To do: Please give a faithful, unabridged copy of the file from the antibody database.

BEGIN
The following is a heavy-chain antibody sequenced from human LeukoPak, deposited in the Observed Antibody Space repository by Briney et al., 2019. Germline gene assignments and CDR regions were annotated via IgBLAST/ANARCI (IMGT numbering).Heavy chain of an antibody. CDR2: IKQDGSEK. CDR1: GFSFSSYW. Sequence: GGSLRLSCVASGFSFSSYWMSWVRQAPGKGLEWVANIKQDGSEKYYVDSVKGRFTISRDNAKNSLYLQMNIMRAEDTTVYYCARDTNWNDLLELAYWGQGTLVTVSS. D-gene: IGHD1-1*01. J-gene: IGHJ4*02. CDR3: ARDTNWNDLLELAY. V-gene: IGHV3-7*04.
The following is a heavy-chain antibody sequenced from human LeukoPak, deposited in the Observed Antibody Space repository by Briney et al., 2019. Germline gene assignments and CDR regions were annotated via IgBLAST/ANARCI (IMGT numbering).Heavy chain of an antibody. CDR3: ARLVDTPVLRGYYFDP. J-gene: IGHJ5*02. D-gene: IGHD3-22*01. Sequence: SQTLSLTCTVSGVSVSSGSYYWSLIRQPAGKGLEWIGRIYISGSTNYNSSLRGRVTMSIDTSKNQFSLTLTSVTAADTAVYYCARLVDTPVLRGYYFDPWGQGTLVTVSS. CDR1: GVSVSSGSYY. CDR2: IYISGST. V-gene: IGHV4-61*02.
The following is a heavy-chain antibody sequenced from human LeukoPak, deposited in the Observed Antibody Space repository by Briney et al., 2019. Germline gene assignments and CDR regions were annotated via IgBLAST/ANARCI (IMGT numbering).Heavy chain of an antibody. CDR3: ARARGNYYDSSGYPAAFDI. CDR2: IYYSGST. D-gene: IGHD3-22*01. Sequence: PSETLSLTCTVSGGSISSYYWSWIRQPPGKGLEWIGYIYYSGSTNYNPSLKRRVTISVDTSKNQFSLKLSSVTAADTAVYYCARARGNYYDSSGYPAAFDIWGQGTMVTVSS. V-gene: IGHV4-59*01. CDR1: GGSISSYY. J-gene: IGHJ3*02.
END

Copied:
The following is a heavy-chain antibody sequenced from human LeukoPak, deposited in the Observed Antibody Space repository by Briney et al., 2019. Germline gene assignments and CDR regions were annotated via IgBLAST/ANARCI (IMGT numbering).Heavy chain of an antibody. CDR2: IKQDGSEK. CDR1: GFSFSSYW. Sequence: GGSLRLSCVASGFSFSSYWMSWVRQAPGKGLEWVANIKQDGSEKYYVDSVKGRFTISRDNAKNSLYLQMNIMRAEDTTVYYCARDTNWNDLLELAYWGQGTLVTVSS. D-gene: IGHD1-1*01. J-gene: IGHJ4*02. CDR3: ARDTNWNDLLELAY. V-gene: IGHV3-7*04.
The following is a heavy-chain antibody sequenced from human LeukoPak, deposited in the Observed Antibody Space repository by Briney et al., 2019. Germline gene assignments and CDR regions were annotated via IgBLAST/ANARCI (IMGT numbering).Heavy chain of an antibody. CDR3: ARLVDTPVLRGYYFDP. J-gene: IGHJ5*02. D-gene: IGHD3-22*01. Sequence: SQTLSLTCTVSGVSVSSGSYYWSLIRQPAGKGLEWIGRIYISGSTNYNSSLRGRVTMSIDTSKNQFSLTLTSVTAADTAVYYCARLVDTPVLRGYYFDPWGQGTLVTVSS. CDR1: GVSVSSGSYY. CDR2: IYISGST. V-gene: IGHV4-61*02.
The following is a heavy-chain antibody sequenced from human LeukoPak, deposited in the Observed Antibody Space repository by Briney et al., 2019. Germline gene assignments and CDR regions were annotated via IgBLAST/ANARCI (IMGT numbering).Heavy chain of an antibody. CDR3: ARARGNYYDSSGYPAAFDI. CDR2: IYYSGST. D-gene: IGHD3-22*01. Sequence: PSETLSLTCTVSGGSISSYYWSWIRQPPGKGLEWIGYIYYSGSTNYNPSLKRRVTISVDTSKNQFSLKLSSVTAADTAVYYCARARGNYYDSSGYPAAFDIWGQGTMVTVSS. V-gene: IGHV4-59*01. CDR1: GGSISSYY. J-gene: IGHJ3*02.